Tuesday, December 18, 2007

The Pillars of the Earth by Ken Follett

Argh. I wrote the review for this once, but it accidently got deleted. I'm sure it won't be quite as good the second time around, but here I go! I started writing this last week, so the dates are a bit off!

I just finished the nearly 1000 page opus The Pillars of the Earth by Ken Follett today after working at it for nearly two weeks. It was well worth the time and effort. I thought the book was excellent and another good selection by Oprah. It was rather a surprising selection though - this book is a true historical fiction novel, which is something I really like, but I haven't noticed Oprah picking very much historical fiction through the years. I had never heard of this book before and am glad Oprah picked it and put it in the spotlight so that I could learn about it and read it!

The Pillars of the Earth is a sweeping historical epic that is set in medival England and surrounds the building of a new cathedral in the fictional village of Kingsbridge. The novel also centers on the lives of the main people who have an influence on the cathedral such as Tom Builder, a master builder and architect, and his family as well as Prior Philip, the prior in charge of the monastery that commisions the building of the new cathedral after the old one burns. There are several very interesting colorful main characters that show up throughout the novel.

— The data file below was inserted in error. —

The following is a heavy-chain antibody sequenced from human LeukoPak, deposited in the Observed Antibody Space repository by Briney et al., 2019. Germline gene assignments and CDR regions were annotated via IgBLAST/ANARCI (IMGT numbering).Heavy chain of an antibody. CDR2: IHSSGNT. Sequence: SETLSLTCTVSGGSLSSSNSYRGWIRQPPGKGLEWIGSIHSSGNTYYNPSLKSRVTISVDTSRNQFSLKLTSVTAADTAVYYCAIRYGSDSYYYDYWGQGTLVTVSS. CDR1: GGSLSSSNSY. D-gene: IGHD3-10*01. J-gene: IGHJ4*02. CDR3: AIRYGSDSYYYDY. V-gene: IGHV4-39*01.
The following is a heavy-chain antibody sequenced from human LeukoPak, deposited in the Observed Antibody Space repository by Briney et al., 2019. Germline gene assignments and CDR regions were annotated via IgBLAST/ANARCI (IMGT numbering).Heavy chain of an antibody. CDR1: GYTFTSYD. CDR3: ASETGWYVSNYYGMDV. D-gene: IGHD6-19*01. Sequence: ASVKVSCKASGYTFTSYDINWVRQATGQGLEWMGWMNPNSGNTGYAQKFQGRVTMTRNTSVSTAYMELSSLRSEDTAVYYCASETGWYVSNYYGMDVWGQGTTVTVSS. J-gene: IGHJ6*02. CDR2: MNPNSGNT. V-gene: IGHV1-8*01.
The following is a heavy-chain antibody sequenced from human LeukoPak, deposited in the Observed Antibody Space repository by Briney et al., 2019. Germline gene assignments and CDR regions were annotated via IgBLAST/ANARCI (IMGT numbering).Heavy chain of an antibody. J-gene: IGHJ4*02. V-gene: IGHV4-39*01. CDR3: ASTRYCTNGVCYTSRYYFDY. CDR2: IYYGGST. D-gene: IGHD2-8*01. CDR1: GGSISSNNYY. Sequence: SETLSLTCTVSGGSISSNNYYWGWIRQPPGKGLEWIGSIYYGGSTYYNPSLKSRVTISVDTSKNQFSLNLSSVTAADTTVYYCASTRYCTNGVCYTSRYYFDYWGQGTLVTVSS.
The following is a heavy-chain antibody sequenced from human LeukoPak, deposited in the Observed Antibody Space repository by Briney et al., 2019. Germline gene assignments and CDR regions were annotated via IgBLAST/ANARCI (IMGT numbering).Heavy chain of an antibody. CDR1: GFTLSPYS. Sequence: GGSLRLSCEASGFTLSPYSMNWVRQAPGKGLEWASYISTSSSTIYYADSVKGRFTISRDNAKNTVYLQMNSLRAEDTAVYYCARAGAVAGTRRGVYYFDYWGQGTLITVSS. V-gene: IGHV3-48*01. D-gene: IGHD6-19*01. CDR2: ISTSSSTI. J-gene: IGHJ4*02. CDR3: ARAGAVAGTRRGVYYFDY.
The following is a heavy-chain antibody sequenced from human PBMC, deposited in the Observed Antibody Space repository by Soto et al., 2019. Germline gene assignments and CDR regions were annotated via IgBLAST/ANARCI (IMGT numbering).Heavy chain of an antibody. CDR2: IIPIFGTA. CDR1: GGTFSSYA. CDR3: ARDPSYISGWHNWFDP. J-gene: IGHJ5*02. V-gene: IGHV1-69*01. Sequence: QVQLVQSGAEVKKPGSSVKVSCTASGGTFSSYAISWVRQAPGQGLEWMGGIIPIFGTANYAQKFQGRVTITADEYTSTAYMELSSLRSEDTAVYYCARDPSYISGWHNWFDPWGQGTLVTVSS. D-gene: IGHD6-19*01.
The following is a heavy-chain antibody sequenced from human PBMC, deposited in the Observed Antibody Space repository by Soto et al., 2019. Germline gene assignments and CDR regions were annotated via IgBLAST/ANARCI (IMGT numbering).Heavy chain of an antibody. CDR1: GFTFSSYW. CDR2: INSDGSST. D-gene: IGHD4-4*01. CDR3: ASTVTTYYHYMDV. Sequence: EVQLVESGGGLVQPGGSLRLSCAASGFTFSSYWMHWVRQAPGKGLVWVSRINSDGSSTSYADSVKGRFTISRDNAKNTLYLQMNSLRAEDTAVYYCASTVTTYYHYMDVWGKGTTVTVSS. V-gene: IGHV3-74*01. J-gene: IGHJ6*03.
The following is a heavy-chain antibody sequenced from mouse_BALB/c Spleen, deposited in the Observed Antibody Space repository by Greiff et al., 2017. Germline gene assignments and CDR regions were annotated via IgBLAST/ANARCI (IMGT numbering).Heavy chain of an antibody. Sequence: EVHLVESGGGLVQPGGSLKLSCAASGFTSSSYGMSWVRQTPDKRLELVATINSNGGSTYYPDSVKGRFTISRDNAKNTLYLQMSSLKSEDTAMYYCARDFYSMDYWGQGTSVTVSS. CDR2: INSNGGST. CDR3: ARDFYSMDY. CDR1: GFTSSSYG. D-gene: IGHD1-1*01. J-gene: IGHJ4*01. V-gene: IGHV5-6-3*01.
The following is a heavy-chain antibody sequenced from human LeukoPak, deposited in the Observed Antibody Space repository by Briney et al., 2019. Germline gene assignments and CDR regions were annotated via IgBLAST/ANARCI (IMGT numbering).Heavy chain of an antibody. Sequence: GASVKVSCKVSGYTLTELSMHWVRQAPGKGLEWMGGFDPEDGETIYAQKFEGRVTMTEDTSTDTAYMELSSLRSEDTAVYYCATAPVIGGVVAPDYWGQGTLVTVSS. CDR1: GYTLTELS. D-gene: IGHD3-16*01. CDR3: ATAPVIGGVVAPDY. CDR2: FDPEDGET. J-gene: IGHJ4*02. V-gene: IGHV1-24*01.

The novel is set during the era after King Henry I's death and the civil war that broke out between those that supported Henry's daughter Matilda and his nephew Stephen to be the next ruler of England. This civil war lasted for around two decades and is a fascinating era of history I've enjoyed reading about previously.

I was very interested in the politics in the novel that Prior Philip had to struggle with in order to get his cathedral built. With the changing tides of the civil war, the fortunes also changed at the building site. I know politics are involved with engineering and construction projects these days, but it was interesting to note that they were even more so 800 years ago!

I enjoyed the novel as it wove the stories of several peoples' lives through the uniting project of the cathedral construction. The stories were very intriguing and I especially liked how there were strong female characters. Even though this was a long novel, I found myself unable to put it down and wondering how the characters would be able to find their way through each trial!

I thought the "evil" characters were kind of cardboard characters. After awhile, I found myself wondering how evil these people could get!! There were slight additions to each evil character as you made your way through the novel that helped round them out. William Hamleigh's fear of hell for instance helped to round him out and explain some of his actions.

I also thought the last 1/3 or so of the book lost steam. It may be because I really liked the characters of Tom Builder and Prior Philip and they weren't central to the story at this point in the novel. Did anyone else feel this way?

If you are looking for a very interesting, well written book about the 12th century - I highly recommend this novel!

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